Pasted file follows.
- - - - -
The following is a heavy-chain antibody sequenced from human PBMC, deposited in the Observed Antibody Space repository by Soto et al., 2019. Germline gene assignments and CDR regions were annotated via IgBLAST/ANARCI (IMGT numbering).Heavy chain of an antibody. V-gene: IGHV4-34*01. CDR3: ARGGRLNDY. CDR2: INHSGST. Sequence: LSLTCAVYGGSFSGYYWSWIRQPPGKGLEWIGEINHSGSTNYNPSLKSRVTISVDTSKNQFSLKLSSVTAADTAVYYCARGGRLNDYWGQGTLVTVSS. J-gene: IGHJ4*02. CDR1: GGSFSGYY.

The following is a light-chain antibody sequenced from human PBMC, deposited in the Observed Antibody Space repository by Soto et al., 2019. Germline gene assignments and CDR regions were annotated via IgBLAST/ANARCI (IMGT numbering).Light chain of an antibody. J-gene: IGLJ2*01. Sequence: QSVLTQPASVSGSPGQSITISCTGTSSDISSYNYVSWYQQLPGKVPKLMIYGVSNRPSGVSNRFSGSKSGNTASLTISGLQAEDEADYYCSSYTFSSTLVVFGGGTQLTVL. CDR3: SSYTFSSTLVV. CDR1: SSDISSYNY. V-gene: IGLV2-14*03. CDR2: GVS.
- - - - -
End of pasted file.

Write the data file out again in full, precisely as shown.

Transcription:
The following is a heavy-chain antibody sequenced from human PBMC, deposited in the Observed Antibody Space repository by Soto et al., 2019. Germline gene assignments and CDR regions were annotated via IgBLAST/ANARCI (IMGT numbering).Heavy chain of an antibody. V-gene: IGHV4-34*01. CDR3: ARGGRLNDY. CDR2: INHSGST. Sequence: LSLTCAVYGGSFSGYYWSWIRQPPGKGLEWIGEINHSGSTNYNPSLKSRVTISVDTSKNQFSLKLSSVTAADTAVYYCARGGRLNDYWGQGTLVTVSS. J-gene: IGHJ4*02. CDR1: GGSFSGYY.

The following is a light-chain antibody sequenced from human PBMC, deposited in the Observed Antibody Space repository by Soto et al., 2019. Germline gene assignments and CDR regions were annotated via IgBLAST/ANARCI (IMGT numbering).Light chain of an antibody. J-gene: IGLJ2*01. Sequence: QSVLTQPASVSGSPGQSITISCTGTSSDISSYNYVSWYQQLPGKVPKLMIYGVSNRPSGVSNRFSGSKSGNTASLTISGLQAEDEADYYCSSYTFSSTLVVFGGGTQLTVL. CDR3: SSYTFSSTLVV. CDR1: SSDISSYNY. V-gene: IGLV2-14*03. CDR2: GVS.